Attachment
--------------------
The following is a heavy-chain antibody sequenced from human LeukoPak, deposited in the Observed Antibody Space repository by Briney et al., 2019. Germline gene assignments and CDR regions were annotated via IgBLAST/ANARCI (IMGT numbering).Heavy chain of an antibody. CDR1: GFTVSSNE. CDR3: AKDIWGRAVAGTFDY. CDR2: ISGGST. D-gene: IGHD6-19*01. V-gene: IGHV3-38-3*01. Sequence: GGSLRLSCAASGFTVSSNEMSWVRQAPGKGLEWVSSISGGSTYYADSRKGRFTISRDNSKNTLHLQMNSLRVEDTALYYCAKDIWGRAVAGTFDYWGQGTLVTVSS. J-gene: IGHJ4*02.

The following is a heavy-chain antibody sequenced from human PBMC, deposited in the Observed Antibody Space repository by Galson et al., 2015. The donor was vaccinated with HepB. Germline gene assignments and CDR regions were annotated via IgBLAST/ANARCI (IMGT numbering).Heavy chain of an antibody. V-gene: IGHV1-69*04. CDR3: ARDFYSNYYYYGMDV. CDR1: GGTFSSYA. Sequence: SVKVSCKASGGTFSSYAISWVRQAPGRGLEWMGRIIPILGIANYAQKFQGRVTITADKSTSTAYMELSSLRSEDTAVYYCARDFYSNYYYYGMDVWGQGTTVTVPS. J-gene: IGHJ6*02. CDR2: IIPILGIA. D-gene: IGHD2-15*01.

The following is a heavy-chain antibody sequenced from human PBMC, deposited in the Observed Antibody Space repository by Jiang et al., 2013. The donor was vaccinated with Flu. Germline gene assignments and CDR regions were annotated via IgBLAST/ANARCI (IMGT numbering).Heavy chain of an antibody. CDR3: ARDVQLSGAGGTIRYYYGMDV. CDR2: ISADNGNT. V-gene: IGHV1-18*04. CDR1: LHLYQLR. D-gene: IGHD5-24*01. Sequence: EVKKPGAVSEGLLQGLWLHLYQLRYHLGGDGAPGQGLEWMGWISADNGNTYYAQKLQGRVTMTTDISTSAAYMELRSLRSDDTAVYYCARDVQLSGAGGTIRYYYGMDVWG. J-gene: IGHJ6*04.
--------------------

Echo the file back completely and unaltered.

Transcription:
The following is a heavy-chain antibody sequenced from human LeukoPak, deposited in the Observed Antibody Space repository by Briney et al., 2019. Germline gene assignments and CDR regions were annotated via IgBLAST/ANARCI (IMGT numbering).Heavy chain of an antibody. CDR1: GFTVSSNE. CDR3: AKDIWGRAVAGTFDY. CDR2: ISGGST. D-gene: IGHD6-19*01. V-gene: IGHV3-38-3*01. Sequence: GGSLRLSCAASGFTVSSNEMSWVRQAPGKGLEWVSSISGGSTYYADSRKGRFTISRDNSKNTLHLQMNSLRVEDTALYYCAKDIWGRAVAGTFDYWGQGTLVTVSS. J-gene: IGHJ4*02.

The following is a heavy-chain antibody sequenced from human PBMC, deposited in the Observed Antibody Space repository by Galson et al., 2015. The donor was vaccinated with HepB. Germline gene assignments and CDR regions were annotated via IgBLAST/ANARCI (IMGT numbering).Heavy chain of an antibody. V-gene: IGHV1-69*04. CDR3: ARDFYSNYYYYGMDV. CDR1: GGTFSSYA. Sequence: SVKVSCKASGGTFSSYAISWVRQAPGRGLEWMGRIIPILGIANYAQKFQGRVTITADKSTSTAYMELSSLRSEDTAVYYCARDFYSNYYYYGMDVWGQGTTVTVPS. J-gene: IGHJ6*02. CDR2: IIPILGIA. D-gene: IGHD2-15*01.

The following is a heavy-chain antibody sequenced from human PBMC, deposited in the Observed Antibody Space repository by Jiang et al., 2013. The donor was vaccinated with Flu. Germline gene assignments and CDR regions were annotated via IgBLAST/ANARCI (IMGT numbering).Heavy chain of an antibody. CDR3: ARDVQLSGAGGTIRYYYGMDV. CDR2: ISADNGNT. V-gene: IGHV1-18*04. CDR1: LHLYQLR. D-gene: IGHD5-24*01. Sequence: EVKKPGAVSEGLLQGLWLHLYQLRYHLGGDGAPGQGLEWMGWISADNGNTYYAQKLQGRVTMTTDISTSAAYMELRSLRSDDTAVYYCARDVQLSGAGGTIRYYYGMDVWG. J-gene: IGHJ6*04.